I don't know why this isn't done. Some prior art (stone- ground wheat crackers) is right there for the world to see. I would also like this done for other crackers, so as to make dipping (not to be confused with dunking) easier and more productive.
notexactly, Mar 18 2019

       Be sure to test the structural integrity of your biscuit before breaking it (see link).

Also - //it often happens that the diameter of the biscuit is greater than that of the mug// - I think you've identified your problem there. If you were adhering to commonly agreed ISO biscuit and mug standards this wouldn't happen.
hippo, Mar 18 2019

       //ISO biscuit and mug standards// Ah yes, but we live in an imperfect world. Standard chocolate digestives, for instance, seldom adhere to ISO standards (unless you leave them chocolate-side down in a warm place).   

       In the unlikely event that biscuit manufacturers do not immediately adopt this remedy, MaxCo.'s Consumer Product Development Team (Biscuit and Crossbow Division) is working on an appliance with a bank of 1.2mm drills that can create the necessary perforations in all but the hardest of biscuits.
MaxwellBuchanan, Mar 18 2019

       I invented a new mug for you to solve this problem.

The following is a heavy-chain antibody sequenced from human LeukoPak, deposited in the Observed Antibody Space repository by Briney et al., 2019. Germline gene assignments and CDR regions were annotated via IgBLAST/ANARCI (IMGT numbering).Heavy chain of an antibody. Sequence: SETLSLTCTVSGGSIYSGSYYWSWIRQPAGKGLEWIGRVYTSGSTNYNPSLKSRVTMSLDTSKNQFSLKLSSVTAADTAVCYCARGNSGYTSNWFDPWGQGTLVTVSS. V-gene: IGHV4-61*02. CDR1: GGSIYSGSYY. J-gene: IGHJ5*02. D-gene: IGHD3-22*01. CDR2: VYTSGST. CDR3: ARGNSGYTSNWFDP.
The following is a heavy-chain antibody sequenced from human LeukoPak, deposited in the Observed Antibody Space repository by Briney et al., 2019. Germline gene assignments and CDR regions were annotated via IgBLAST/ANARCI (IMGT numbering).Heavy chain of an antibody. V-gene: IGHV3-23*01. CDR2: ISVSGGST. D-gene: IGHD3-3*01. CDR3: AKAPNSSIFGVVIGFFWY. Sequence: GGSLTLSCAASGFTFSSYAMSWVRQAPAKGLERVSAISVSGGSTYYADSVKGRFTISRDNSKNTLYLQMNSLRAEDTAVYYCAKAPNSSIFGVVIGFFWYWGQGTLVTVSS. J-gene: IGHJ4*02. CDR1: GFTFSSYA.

xenzag, Mar 18 2019

       Pah. Solutions are ten-a-penny. Defining the problem, that's the challenge.
MaxwellBuchanan, Mar 18 2019

       Close [Loris] The one I've seen was a normal looking mug but with those same protrusions.
Might have been home-made who knows. Close though.

       // Defining the problem, that's the challenge. //   

       Try looking in a mirror ...
8th of 7, Mar 20 2019

       <adds [8th] to Sturton's "special" Christmas list>
MaxwellBuchanan, Mar 20 2019

       //This often (though not always, nor even sometimes) reduces the girth to a manageable and fittable value.//   

       Speak for yourself
Voice, Mar 21 2019

po, Mar 21 2019

       Surely shortbread is proportionally wider than longbread and therefore will fit into proportionally fewer receptacles?
pocmloc, Mar 21 2019

       Not a lot of people realise this, but longbread and shortbread are actually exactly the same thing, just rotated by 90° - amazing, eh?
hippo, Mar 22 2019

       [hippo] tetris! did you know the blocks had names? so memorable, I forget them.
po, Mar 22 2019

       <Siegfried Sassoon>   

       "Have you forgotten yet ?"   

       <Siegfried Sassoon/>
8th of 7, Mar 22 2019

       //tetris! did you know the blocks had names? so memorable, I forget them.//   

       xxxx The shortbread   

x The tallbread

xx The Garibaldi

xx The bourbon

xx Another bourbon

xx The "damn it how many of those in a row?"

       xxx The rich Tea.

xx The digestive

xx The gingersnap

xxx The macaroon

       xx The hobnob

       xxx The Party ring

xx The jammy dodger

       And so on.
Loris, Mar 22 2019

       I had forgotten about my Tangram Bar. (link)
xenzag, Mar 22 2019